by Charlene Smith (c)
For many people the opportunity to give a speech, or write an article, sees common sense flee and pomposity enter.
Instead of writing in a manner that encourages story-telling or that engages, they become stilted, they use big words, their ego inflates and blocks imagination. Here is some of the advice I have given executives and authors over the years.
- If you’re at a noisy dinner party, with say ten people, you wouldn’t enter the conversation by saying, “In 1966 my company invented blah and so it was then decided that we would blah…” You’d say something like, “did you know that female hyenas have false penisses?” Conversation would stop, and you would continue, “yep, it gives them certain advantages, and it sounds strange but we considered this fascinating example from the wild when putting together our new business strategy…” Everyone is listening, intrigued, what on earth will you say next?
- What we’ve learnt from the first example is the importance of story-telling, people are children, no matter how old they are, they love stories. Incorporate one or two into your presentation, they’ll remember it better and they’’ll hang on to every word.
- Keep it brief. You don’t want a story so long that you, and they, forget the punchline.
- Use simple language. Part of what made Albert Einstein great was not just his abilities as a mathematician, but his capacity to come up with memorable phrases. “Insanity: doing the same thing over and over again and expecting different results.” We understand what he’s saying, we get it, and we remember it. Way better than corporate speak: ‘In order to achieve optimal results, we realized that we had to discard the methodology of previous experiments’ (and so the corporate nebbish drones on and on…) Please eliminate the phrase ‘in order’ it’s useless and it guarantees poor language construction.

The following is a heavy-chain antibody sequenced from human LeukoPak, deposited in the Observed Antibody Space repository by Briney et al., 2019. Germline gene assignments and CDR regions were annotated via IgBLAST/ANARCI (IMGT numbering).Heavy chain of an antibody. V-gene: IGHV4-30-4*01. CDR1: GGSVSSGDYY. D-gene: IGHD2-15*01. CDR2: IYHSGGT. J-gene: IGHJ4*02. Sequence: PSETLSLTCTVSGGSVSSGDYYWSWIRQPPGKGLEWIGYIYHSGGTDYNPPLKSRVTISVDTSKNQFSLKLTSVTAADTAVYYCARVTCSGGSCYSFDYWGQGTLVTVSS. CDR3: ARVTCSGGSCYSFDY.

- Why should we care? Think about your audience when you are writing your speech, article, blog or presentation.Why should they care? They have limited hours, what you are writing is important to you, but why should they bother to give you the time of day? Think about your audience carefully. If necessary look through a magazine for a photograph of the typical person in your audience, pin that picture on your noticeboard and write the presentation for him or her, use language they’ll relate too, and consider his, her, or their, most pressing needs – are you able to present solutions?
- Watch TED talks. What makes them effective? Their informality. The story-telling. Humor. Simple language. Sincerity. Clever new ideas. Transformative thinking. Can you introduce those elements into your presentation? Go through what you’ve written and tick off where you have each of the points I’ve just mentioned.
- First draft written. Now put it away. Come back to it a day or two later, read it out loud, ideally in front of a mirror, watch your facial and body language, and check the written language, does it sound engaging? Now edit, ruthlessly, and rewrite again. Hone it until you get the look and feel that will honor your audience, and you.